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Strong finish has Italian ace Di Nitto out in front heading into weekend at Northern Ireland Open

Galbraith flies the local flag as last survivor at Galgorm Castle

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Up and down: John Ross Galbraith made the cut despite an inconsistent day at Galgorm

Up and down: John Ross Galbraith made the cut despite an inconsistent day at Galgorm

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Up and down: John Ross Galbraith made the cut despite an inconsistent day at Galgorm

Six birdies on his inward nine saw Italy's Enrico di Nitto shoot up the leaderboard and take a one-shot lead into the weekend at the Northern Ireland Open at Galgorm Castle.

Di Nitto was sensational after the turn, rolling in four birdies in his first five holes after the ninth, before finishing with another two birdies at the 17th and 18th to card a four-under 66 and take the overall lead at six under.

The World No.714 did lose his bogey-free streak with a dropped shot at the par-four second and he gave away another shot at the 15th, but overall it's been a strong two rounds from the Italian.

Di Nitto's lead is just a solitary shot, however, with Iceland's Gudmundur Kristjansson and England's Robert Dinwiddie tucked in close behind him at five under-par.

The best round of another really tricky day at Galgorm went to England's Ryan Evans, who carded a five-under 65 to get himself into a five-man group at four under-par overall, just two back.

"Pretty tidy round. Played nicely. Obviously got off to quite a fast start. Game just felt good, then unfortunately I had back-to-back three-putts at 12 and 13. Stopped the momentum a bit," said Evans.

"I love the course. I'd say it's one of the more challenging Challenge Tour venues. You have to play good golf.

"Whatever happens at the weekend the winner will have to have played well for four days."

The local challenge faded on day two, however, with only one of the six Northern Irishmen in the field making the halfway cut, which fell at three-over-par - that honour went to John Ross Galbraith (Whitehead) who, at level-par after back-to-back rounds of 70, cannot be discounted from the tournament.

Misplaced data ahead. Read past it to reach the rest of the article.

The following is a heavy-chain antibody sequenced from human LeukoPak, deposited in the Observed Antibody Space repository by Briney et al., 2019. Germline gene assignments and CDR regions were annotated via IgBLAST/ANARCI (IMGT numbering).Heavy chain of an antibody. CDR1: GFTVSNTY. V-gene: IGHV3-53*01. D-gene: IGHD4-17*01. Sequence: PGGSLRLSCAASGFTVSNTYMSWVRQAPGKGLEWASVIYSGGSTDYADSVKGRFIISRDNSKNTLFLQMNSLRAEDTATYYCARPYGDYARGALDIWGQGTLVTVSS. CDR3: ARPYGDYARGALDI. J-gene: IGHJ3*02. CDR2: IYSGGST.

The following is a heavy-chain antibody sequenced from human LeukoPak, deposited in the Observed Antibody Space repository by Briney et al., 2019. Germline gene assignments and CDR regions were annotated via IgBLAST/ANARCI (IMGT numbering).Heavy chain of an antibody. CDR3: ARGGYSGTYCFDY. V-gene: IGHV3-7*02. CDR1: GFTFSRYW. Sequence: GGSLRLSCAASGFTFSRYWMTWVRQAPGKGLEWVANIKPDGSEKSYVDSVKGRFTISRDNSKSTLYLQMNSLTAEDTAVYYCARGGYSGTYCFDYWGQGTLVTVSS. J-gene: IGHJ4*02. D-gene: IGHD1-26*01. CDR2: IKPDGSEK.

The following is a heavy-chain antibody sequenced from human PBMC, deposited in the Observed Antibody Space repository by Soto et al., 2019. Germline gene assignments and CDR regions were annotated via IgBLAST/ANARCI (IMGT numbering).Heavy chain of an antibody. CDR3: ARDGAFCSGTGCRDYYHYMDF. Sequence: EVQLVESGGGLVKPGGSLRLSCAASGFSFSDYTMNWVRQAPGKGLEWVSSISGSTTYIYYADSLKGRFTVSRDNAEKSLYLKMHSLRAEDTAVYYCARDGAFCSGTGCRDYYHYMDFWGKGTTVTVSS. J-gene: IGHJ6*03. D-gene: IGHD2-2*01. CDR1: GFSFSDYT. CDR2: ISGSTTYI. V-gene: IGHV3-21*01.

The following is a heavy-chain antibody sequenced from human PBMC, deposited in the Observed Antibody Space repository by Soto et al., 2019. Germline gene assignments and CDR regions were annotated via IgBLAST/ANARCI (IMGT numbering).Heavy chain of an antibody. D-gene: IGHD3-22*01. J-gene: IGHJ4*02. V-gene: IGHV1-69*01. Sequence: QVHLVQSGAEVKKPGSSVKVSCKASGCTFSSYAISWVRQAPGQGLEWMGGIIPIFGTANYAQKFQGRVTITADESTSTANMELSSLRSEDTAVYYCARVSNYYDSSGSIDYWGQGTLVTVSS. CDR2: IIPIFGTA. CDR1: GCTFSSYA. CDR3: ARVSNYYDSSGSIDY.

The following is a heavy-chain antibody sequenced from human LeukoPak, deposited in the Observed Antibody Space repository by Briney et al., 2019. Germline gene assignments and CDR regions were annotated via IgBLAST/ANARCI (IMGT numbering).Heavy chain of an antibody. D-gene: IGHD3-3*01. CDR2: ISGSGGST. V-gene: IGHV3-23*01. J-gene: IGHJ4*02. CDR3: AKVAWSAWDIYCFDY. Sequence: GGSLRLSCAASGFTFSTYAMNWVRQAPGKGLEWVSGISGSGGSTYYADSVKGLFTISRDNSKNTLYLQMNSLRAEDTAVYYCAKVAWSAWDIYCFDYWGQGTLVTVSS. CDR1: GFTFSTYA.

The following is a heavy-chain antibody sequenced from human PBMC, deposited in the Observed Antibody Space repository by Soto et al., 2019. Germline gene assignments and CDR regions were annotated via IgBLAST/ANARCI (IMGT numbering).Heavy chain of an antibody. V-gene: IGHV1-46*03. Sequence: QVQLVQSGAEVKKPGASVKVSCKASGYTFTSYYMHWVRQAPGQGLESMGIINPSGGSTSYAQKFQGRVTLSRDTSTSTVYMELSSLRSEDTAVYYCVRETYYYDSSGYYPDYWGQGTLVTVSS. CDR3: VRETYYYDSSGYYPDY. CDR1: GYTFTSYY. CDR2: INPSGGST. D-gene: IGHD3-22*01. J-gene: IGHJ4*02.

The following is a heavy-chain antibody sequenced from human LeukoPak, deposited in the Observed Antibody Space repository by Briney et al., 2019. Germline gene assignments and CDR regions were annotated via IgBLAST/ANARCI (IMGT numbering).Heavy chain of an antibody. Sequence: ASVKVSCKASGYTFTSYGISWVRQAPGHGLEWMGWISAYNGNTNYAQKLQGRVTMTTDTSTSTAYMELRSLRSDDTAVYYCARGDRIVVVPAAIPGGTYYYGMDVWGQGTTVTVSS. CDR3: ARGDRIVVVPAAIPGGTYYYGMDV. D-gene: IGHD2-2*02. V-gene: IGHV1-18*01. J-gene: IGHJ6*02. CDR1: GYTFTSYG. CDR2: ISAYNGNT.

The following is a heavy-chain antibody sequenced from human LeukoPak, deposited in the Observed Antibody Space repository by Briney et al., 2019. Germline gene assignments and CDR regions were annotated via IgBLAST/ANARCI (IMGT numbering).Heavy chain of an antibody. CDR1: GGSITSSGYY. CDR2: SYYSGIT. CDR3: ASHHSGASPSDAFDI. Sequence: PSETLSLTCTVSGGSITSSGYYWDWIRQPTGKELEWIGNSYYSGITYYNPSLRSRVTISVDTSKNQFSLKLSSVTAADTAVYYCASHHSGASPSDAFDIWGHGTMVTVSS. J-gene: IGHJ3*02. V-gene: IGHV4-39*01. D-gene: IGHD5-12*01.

"I was two over with three to play but managed to birdie 16 and 18, happy to finish well," said Galbraith, who shot five birdies and five bogeys in his second round.

"It was another tough day, breezy with some torrential showers. We got caught with a bad one on the 15th.

"The rough is so juicy you just have to keep it straight. If you're off line at all you're making bogey or worse. It was a pretty up and down day for me, seemed like I made birdie then gave it back on the next hole, one of those days.

"Anything can happen over the weekend around this course. I've done the hard part making it into the weekend, so I'll just go and free-wheel. I'm playing well, no reason why I can't make a run at it. Nothing to lose."

Holywood amateur Tom McKibbin was the next closest to making it, but he was one shot too many at four-over after a 73 on day two, which included an agonising bogey on the par-five 18th in a two-over back nine.

Tournament ambassador Michael Hoey carded a hugely respectable 70 in his second round, but a 76 on day one left him too much to do as he missed the cut at six-over, while Dermot McElroy (Ballymena), Ruaidhri McGee and Galgorm amateur Joshua Hill also bowed out early.

From an Irish perspective, only Conor O'Rourke (-1) and Niall Kearney (+1) made the cut.

On the European Tour, in blustery conditions at the Andalucia Masters at Valderrama, Jonathan Caldwell (Clandeboye) made the cut at six-over-par, but Cormac Sharvin (Ardglass) suffered a horror finish, double-bogeying the 15th and 17th, then bogeying the 18th to miss the cut by one at nine-over.

America's John Catlin leads on three-under-par, with Jamie Donaldson (Wales), Connor Syme (Scotland) and Pablo Larrazabal (Spain) tied for second at one-under.

Belfast Telegraph